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From Edward Capriolo <edlinuxg...@gmail.com>
Subject Re: counters + replication = awful performance?
Date Wed, 28 Nov 2012 19:58:09 GMT
Just for reference HBase's counters also do a local read. I am not saying
they work better/worse/faster/slower but I would not suspect any system
that reads on increment to me significantly faster then what Cassandra
does.

Just saying your counter throughput is read bound, this is not unique to
C*'s implementation.



On Wed, Nov 28, 2012 at 2:41 PM, Sergey Olefir <solf.lists@gmail.com> wrote:

> Well, those are sad news then. I don't think I can consider 20k increments
> per second for a two node cluster (with RF=2) a reasonable performance
> (cost
> vs. benefit).
>
> I might have to look into other storage solutions or perhaps experiment
> with
> duplicate clusters with RF=1 or replicate_on_write=false.
>
> Although yes, I probably should try that row cache you mentioned -- I saw
> that key cache was going unused (so saw no reason to try to enable row
> cache), but I think it was on RF=1, it might be different on RF=2.
>
>
> Sylvain Lebresne-3 wrote
> > Counters replication works in different ways than the one of "normal"
> > writes. Namely, a counter update is written to a first replica, then a
> > read
> > is perform and the result of that is replicated to the other nodes. With
> > RF=1, since there is only one replica no read is involved but in a way
> > it's
> > a degenerate case. So there is two reason why RF>2 is much slower than
> > RF=1:
> > 1) it involves a read to replicate and that read takes times. Especially
> > if
> > that read hits the disk, it may even dominate the insertion time.
> > 2) the replication to the first replica and the one to the res of the
> > replica are not done in parallel but sequentially. Note that this is only
> > true for the first replica versus the othere. In other words, from RF=2
> to
> > RF=3 you should see a significant performance degradation.
> >
> > Note that while there is nothing you can do for 2), you can try to speed
> > up
> > 1) by using row cache for instance (in case you weren't).
> >
> > In other words, with counters, it is expected that RF=1 be potentially
> > much
> > faster than RF>1. That is the way counters works.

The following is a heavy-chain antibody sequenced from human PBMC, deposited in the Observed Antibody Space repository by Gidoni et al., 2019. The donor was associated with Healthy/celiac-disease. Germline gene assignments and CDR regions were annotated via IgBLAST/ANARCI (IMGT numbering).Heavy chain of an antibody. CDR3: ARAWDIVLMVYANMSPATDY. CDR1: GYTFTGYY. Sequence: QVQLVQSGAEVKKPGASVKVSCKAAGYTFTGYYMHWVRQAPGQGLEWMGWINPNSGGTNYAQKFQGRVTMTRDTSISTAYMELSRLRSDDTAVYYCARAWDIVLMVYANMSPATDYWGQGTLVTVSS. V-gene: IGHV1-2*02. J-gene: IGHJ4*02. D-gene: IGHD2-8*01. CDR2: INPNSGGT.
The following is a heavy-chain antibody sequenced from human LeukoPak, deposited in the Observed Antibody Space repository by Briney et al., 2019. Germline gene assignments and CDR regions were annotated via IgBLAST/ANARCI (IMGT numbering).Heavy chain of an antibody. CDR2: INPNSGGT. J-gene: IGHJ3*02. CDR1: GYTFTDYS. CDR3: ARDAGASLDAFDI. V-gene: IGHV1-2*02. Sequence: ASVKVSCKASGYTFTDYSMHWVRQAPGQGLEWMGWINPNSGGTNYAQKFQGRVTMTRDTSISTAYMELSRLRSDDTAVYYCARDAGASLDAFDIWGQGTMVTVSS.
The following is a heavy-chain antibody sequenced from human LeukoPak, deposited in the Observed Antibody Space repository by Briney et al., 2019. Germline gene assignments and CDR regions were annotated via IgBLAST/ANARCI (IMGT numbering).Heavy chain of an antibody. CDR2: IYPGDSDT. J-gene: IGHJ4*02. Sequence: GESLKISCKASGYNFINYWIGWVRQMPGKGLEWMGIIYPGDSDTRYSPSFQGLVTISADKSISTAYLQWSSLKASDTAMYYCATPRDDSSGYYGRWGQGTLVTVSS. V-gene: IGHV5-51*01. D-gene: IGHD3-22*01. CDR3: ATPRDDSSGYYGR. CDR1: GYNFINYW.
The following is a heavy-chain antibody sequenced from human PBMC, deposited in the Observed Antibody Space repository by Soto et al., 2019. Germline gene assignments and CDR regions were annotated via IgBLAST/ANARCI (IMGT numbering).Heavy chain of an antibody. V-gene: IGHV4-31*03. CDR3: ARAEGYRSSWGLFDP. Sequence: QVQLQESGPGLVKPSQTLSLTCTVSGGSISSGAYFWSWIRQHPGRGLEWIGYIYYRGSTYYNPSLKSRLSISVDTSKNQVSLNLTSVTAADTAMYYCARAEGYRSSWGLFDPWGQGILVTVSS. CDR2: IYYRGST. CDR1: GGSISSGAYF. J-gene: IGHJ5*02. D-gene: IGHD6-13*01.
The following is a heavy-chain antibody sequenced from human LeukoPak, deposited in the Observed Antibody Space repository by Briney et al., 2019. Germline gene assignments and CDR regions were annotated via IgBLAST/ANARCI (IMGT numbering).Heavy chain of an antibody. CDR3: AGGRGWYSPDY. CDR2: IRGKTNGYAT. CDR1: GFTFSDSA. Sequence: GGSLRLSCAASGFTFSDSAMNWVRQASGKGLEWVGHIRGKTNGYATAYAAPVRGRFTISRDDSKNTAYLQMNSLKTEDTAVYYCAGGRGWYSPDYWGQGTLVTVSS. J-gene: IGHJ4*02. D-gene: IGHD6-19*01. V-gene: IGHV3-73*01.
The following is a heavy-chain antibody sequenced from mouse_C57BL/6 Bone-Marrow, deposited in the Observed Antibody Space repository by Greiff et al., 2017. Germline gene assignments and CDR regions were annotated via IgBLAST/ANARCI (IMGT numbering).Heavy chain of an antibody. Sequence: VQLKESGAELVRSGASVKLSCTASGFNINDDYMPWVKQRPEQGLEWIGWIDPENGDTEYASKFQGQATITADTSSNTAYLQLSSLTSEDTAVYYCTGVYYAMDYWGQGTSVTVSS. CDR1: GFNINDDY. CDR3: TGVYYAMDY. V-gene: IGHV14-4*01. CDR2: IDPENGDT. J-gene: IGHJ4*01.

> >
> > And don't get me wrong, I'm not suggesting you should use RF=1 at all.
> > What
> > I am saying is that the performance you see with RF=2 is the performance
> > of
> > counters in Cassandra.
> >
> > --
> > Sylvain
> >
> >
> > On Wed, Nov 28, 2012 at 7:34 AM, Sergey Olefir &lt;
>
> > solf.lists@
>
> > &gt; wrote:
> >
> >> I think there might be a misunderstanding as to the nature of the
> >> problem.
> >>
> >> Say, I have test set T. And I have two identical servers A and B.
> >> - I tested that server A (singly) is able to handle load of T.
> >> - I tested that server B (singly) is able to handle load of T.
> >> - I then join A and B in the cluster and set replication=2 -- this means
> >> that each server in effect has to handle full test load individually
> >> (because there are two servers and replication=2 it means that each
> >> server
> >> effectively has to handle all the data written to the cluster). Under
> >> these
> >> circumstances it is reasonable to assume that cluster A+B shall be able
> >> to
> >> handle load T because each server is able to do so individually.
> >>
> >> HOWEVER, this is not the case. In fact, A+B together are only able to
> >> handle
> >> less than 1/3 of T DESPITE the fact that A and B individually are able
> to
> >> handle T just fine.
> >>
> >> I think there's something wrong with Cassandra replication (possibly as
> >> simple as me misconfiguring something) -- it shouldn't be three times
> >> faster
> >> to write to two separate nodes in parallel as compared to writing to
> >> 2-node
> >> Cassandra cluster with replication=2.
> >>
> >>
> >> Edward Capriolo wrote
> >> > Say you are doing 100 inserts rf1 on two nodes. That is 50 inserts a
> >> node.
> >> > If you go to rf2 that is 100 inserts a node.  If you were at 75 %
> >> capacity
> >> > on each mode your now at 150% which is not possible so things bog
> down.
> >> >
> >> > To figure out what is going on we would need to see tpstat, iostat ,
> >> and
> >> > top information.
> >> >
> >> > I think your looking at the performance the wrong way. Starting off at
> >> rf
> >> > 1
> >> > is not the way to understand cassandra performance.
> >> >
> >> > You do not get the benefits of "scala out" don't happen until you fix
> >> your
> >> > rf and increment your nodecount. Ie 5 nodes at rf 3 is fast 10 nodes
> at
> >> rf
> >> > 3 even better.
> >> > On Tuesday, November 27, 2012, Sergey Olefir &lt;
> >>
> >> > solf.lists@
> >>
> >> > &gt; wrote:
> >> >> I already do a lot of in-memory aggregation before writing to
> >> Cassandra.
> >> >>
> >> >> The question here is what is wrong with Cassandra (or its
> >> configuration)
> >> >> that causes huge performance drop when moving from 1-replication to
> >> >> 2-replication for counters -- and more importantly how to resolve the
> >> >> problem. 2x-3x drop when moving from 1-replication to 2-replication
> on
> >> >> two
> >> >> nodes is reasonable. 6x is not. Like I said, with this kind of
> >> >> performance
> >> >> degradation it makes more sense to run two clusters with
> replication=1
> >> in
> >> >> parallel rather than rely on Cassandra replication.
> >> >>
> >> >> And yes, Rainbird was the inspiration for what we are trying to do
> >> here
> >> >> :)
> >> >>
> >> >>
> >> >>
> >> >> Edward Capriolo wrote
> >> >>> Cassandra's counters read on increment. Additionally they are
> >> >>> distributed
> >> >>> so that can be multiple reads on increment. If they are not fast
> >> enough
> >> >>> and
> >> >>> you have avoided all tuning options add more servers to handle
the
> >> load.
> >> >>>